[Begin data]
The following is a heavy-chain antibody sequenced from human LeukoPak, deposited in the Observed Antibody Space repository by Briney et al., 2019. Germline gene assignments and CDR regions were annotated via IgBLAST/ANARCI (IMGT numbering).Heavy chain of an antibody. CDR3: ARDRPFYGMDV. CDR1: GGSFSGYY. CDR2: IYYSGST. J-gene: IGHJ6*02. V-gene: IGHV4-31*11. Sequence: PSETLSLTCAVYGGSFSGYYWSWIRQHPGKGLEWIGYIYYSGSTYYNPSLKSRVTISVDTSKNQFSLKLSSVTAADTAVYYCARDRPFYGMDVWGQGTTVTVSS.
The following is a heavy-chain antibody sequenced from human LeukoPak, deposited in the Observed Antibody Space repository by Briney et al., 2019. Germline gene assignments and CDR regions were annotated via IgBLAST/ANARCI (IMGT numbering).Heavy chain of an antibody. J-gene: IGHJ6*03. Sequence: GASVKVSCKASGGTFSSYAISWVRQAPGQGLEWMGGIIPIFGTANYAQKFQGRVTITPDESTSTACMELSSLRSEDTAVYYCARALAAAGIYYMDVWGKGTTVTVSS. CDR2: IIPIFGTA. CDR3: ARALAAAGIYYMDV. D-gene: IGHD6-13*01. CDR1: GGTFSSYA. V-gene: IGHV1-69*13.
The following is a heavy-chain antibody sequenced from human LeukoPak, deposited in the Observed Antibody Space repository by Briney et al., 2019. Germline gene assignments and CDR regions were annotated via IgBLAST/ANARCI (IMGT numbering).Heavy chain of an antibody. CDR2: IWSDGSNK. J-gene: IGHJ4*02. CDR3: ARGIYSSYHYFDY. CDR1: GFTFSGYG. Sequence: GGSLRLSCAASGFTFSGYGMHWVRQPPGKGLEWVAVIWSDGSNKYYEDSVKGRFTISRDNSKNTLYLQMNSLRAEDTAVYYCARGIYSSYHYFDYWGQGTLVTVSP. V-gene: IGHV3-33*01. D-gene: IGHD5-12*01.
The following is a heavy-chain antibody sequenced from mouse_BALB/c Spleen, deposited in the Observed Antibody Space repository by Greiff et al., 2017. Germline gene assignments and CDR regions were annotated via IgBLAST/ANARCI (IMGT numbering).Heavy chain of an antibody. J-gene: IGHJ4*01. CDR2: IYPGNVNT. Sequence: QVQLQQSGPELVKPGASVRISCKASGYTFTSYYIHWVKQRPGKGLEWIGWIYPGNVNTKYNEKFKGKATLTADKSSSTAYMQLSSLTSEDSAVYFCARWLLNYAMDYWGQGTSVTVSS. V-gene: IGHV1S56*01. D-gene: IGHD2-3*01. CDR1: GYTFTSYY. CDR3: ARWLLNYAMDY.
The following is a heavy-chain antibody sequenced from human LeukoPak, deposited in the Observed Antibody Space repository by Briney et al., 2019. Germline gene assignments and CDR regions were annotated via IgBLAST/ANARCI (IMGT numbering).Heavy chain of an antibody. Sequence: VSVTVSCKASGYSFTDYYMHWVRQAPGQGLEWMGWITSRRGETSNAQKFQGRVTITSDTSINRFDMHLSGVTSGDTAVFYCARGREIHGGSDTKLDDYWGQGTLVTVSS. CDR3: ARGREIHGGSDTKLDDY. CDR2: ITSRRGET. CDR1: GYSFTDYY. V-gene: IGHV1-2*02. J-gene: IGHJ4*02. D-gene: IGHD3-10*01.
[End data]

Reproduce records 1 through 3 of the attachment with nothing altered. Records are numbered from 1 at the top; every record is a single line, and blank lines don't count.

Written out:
The following is a heavy-chain antibody sequenced from human LeukoPak, deposited in the Observed Antibody Space repository by Briney et al., 2019. Germline gene assignments and CDR regions were annotated via IgBLAST/ANARCI (IMGT numbering).Heavy chain of an antibody. CDR3: ARDRPFYGMDV. CDR1: GGSFSGYY. CDR2: IYYSGST. J-gene: IGHJ6*02. V-gene: IGHV4-31*11. Sequence: PSETLSLTCAVYGGSFSGYYWSWIRQHPGKGLEWIGYIYYSGSTYYNPSLKSRVTISVDTSKNQFSLKLSSVTAADTAVYYCARDRPFYGMDVWGQGTTVTVSS.
The following is a heavy-chain antibody sequenced from human LeukoPak, deposited in the Observed Antibody Space repository by Briney et al., 2019. Germline gene assignments and CDR regions were annotated via IgBLAST/ANARCI (IMGT numbering).Heavy chain of an antibody. J-gene: IGHJ6*03. Sequence: GASVKVSCKASGGTFSSYAISWVRQAPGQGLEWMGGIIPIFGTANYAQKFQGRVTITPDESTSTACMELSSLRSEDTAVYYCARALAAAGIYYMDVWGKGTTVTVSS. CDR2: IIPIFGTA. CDR3: ARALAAAGIYYMDV. D-gene: IGHD6-13*01. CDR1: GGTFSSYA. V-gene: IGHV1-69*13.
The following is a heavy-chain antibody sequenced from human LeukoPak, deposited in the Observed Antibody Space repository by Briney et al., 2019. Germline gene assignments and CDR regions were annotated via IgBLAST/ANARCI (IMGT numbering).Heavy chain of an antibody. CDR2: IWSDGSNK. J-gene: IGHJ4*02. CDR3: ARGIYSSYHYFDY. CDR1: GFTFSGYG. Sequence: GGSLRLSCAASGFTFSGYGMHWVRQPPGKGLEWVAVIWSDGSNKYYEDSVKGRFTISRDNSKNTLYLQMNSLRAEDTAVYYCARGIYSSYHYFDYWGQGTLVTVSP. V-gene: IGHV3-33*01. D-gene: IGHD5-12*01.